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Reporter Debrief: Behind the Scenes on Lead Poisoning Reporting Series Collaboration

Zoe? McCreary

Over the past month, WAER worked in collaboration with The Stand and the Newhouse School of Communications on a series about Syracuse's lead-poisoning crisis.  Reporter Sydney Gold produced stories on families affected by lead poisoning, the health impacts, and the responses from government and non-profits.  Sydney shared more of what she learned reporting the story with WAER News Director Chris Bolt.  

Gold got interested in the story by reporting another story on infrastructure issues in Syracuse.  Lead Poisoning kept coming up, so she decided to dive into it.  When she started to talk to families who were impacted by lead poisoning, she found one woman whose siblings were impacted by lead, and now her grandchildren are also poisoned.

“It’s something that families are tackling generationally … and they really see it as an issue of tenants’ rights,” said Gold.

Most are renters, who are caught in the middle.

“A lot of time you’ve got landlords blaming the families; they’re saying it’s a housekeeping issue.  It’s not a housekeeping issue when I have chunks of paint peeling off my house.  That’s a homeowner issue,” said Oceana Fair, who was interviewed for the stories.

Gold found out it can cost $50,000 or more to fully remediate lead from a home, so it can be a financial strain, even if a landlord has good intentions.  She spoke with Paul Ciavarri with Legal Services of Central New York,who notes this points out the inequality between tenants and landlords.

“Tenants are often intimidated by their landlords.  I other cities, they have a private right of action to sue the landlords over remediating the house.  But our current ordinance doesn’t provide that.”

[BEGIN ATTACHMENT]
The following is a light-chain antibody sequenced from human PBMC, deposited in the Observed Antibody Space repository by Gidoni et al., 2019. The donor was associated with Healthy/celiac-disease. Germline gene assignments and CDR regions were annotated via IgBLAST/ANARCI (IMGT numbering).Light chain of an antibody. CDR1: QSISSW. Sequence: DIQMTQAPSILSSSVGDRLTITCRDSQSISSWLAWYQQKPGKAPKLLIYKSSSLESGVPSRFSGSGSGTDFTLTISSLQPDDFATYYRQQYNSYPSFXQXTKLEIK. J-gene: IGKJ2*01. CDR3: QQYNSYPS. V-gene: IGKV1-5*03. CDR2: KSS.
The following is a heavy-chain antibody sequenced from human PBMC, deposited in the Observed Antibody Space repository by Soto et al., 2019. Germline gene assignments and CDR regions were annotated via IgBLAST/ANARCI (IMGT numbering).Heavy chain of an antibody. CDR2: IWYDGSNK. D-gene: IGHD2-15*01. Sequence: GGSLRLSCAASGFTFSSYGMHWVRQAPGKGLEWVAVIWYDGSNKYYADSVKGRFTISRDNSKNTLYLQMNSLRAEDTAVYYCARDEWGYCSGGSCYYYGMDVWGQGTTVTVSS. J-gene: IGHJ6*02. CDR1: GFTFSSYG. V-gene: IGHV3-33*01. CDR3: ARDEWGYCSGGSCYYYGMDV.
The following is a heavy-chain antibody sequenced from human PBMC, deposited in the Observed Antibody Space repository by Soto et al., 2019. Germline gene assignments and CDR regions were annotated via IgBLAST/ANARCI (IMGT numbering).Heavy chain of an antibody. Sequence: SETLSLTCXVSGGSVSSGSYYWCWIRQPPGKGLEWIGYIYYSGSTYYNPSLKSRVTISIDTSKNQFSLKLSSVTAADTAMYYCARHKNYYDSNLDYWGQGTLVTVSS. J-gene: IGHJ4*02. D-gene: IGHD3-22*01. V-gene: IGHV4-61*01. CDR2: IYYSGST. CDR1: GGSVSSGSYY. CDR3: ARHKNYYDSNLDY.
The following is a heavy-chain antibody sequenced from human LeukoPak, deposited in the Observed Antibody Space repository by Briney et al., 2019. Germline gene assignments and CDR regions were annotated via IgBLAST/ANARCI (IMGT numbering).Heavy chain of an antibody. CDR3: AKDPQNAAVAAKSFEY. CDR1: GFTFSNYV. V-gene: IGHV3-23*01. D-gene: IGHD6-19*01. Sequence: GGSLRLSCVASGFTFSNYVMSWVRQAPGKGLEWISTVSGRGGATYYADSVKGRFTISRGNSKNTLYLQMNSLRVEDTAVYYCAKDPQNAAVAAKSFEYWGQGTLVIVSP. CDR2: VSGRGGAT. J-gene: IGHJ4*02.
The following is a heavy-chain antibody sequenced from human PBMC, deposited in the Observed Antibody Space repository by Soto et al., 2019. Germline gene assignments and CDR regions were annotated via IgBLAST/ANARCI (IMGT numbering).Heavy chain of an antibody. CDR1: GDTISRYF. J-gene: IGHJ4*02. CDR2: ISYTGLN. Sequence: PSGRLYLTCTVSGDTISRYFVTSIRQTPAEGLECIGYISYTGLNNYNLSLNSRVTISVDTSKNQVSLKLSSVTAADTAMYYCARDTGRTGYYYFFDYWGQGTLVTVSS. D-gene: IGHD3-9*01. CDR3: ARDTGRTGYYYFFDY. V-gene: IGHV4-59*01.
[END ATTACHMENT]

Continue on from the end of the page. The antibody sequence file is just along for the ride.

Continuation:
Gold also found out more about some of the health impacts. Syracuse University Falk School Public Health Professor Dr. Sandra Lane told her that lead poisoning can reduce executive function in the child’s brain, which has lingering impacts on the victim and on society.  She says early interventions can help in schools.

“Teacher who are trying to teach kids to read, I believe it would make sense to make a better learning plan for each of the children.  For example, because lead makes kids more distractible and makes it harder for them to pay attention, a child who has a history of lead poisoning could be put into smaller groups for reading,” Lane explained.

It can further lead to increased likelihood of bad decision making, criminal behavior, teen pregnancy and other community impact issues, she found.

Gold reported on the ordinance passed by the Syracuse Common Council in 2020.  She shares the biggest change made, as regards the tenants and what relief they might expect from lead poisoning.

“…making lead a code violation. That means if the city comes and inspects the home and finds lead I the house, they are able to site the house as having a violation.  Once the property is cited, the city has far and away more power to do something about the issue, than if they just see chipping paint or dust fragments (with lead).”

Gold’s entire story is published in the Stand … which can be accessed here.

Chris Bolt, Ed.D. has proudly been covering the Central New York community and mentoring students for more than 30 years. His career in public media started as a student volunteer, then as a reporter/producer. He has been the news director for WAER since 1995. Dedicated to keeping local news coverage alive, Chris also has a passion for education, having trained, mentored and provided a platform for growth to more than a thousand students. Career highlights include having work appear on NPR, CBS, ABC and other news networks, winning numerous local and state journalism awards.